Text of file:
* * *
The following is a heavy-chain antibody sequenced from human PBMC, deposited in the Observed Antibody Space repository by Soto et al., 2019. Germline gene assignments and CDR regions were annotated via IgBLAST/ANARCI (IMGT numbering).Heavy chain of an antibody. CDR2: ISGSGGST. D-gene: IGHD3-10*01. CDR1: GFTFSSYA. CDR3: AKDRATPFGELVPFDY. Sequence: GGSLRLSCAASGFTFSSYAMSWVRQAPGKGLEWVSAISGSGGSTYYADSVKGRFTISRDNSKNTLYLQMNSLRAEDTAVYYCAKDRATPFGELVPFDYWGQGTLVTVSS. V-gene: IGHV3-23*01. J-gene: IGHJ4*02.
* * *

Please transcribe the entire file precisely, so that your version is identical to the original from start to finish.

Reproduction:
The following is a heavy-chain antibody sequenced from human PBMC, deposited in the Observed Antibody Space repository by Soto et al., 2019. Germline gene assignments and CDR regions were annotated via IgBLAST/ANARCI (IMGT numbering).Heavy chain of an antibody. CDR2: ISGSGGST. D-gene: IGHD3-10*01. CDR1: GFTFSSYA. CDR3: AKDRATPFGELVPFDY. Sequence: GGSLRLSCAASGFTFSSYAMSWVRQAPGKGLEWVSAISGSGGSTYYADSVKGRFTISRDNSKNTLYLQMNSLRAEDTAVYYCAKDRATPFGELVPFDYWGQGTLVTVSS. V-gene: IGHV3-23*01. J-gene: IGHJ4*02.